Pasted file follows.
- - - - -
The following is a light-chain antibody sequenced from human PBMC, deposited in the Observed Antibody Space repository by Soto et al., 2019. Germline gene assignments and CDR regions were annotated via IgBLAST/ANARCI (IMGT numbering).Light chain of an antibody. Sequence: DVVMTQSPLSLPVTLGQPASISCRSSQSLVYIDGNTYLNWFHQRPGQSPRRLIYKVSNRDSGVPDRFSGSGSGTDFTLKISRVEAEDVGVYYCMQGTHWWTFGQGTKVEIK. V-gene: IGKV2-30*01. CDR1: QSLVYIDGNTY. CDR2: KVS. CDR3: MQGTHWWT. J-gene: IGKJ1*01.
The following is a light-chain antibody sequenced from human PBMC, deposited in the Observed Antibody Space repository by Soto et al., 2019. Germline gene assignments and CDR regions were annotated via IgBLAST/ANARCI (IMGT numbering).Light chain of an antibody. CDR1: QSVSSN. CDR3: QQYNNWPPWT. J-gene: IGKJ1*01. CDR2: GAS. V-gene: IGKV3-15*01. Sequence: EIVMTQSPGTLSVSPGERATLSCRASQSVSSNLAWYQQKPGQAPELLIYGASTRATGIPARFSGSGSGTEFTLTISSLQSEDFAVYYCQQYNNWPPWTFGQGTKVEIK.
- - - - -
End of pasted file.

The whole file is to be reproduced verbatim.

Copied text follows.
The following is a light-chain antibody sequenced from human PBMC, deposited in the Observed Antibody Space repository by Soto et al., 2019. Germline gene assignments and CDR regions were annotated via IgBLAST/ANARCI (IMGT numbering).Light chain of an antibody. Sequence: DVVMTQSPLSLPVTLGQPASISCRSSQSLVYIDGNTYLNWFHQRPGQSPRRLIYKVSNRDSGVPDRFSGSGSGTDFTLKISRVEAEDVGVYYCMQGTHWWTFGQGTKVEIK. V-gene: IGKV2-30*01. CDR1: QSLVYIDGNTY. CDR2: KVS. CDR3: MQGTHWWT. J-gene: IGKJ1*01.
The following is a light-chain antibody sequenced from human PBMC, deposited in the Observed Antibody Space repository by Soto et al., 2019. Germline gene assignments and CDR regions were annotated via IgBLAST/ANARCI (IMGT numbering).Light chain of an antibody. CDR1: QSVSSN. CDR3: QQYNNWPPWT. J-gene: IGKJ1*01. CDR2: GAS. V-gene: IGKV3-15*01. Sequence: EIVMTQSPGTLSVSPGERATLSCRASQSVSSNLAWYQQKPGQAPELLIYGASTRATGIPARFSGSGSGTEFTLTISSLQSEDFAVYYCQQYNNWPPWTFGQGTKVEIK.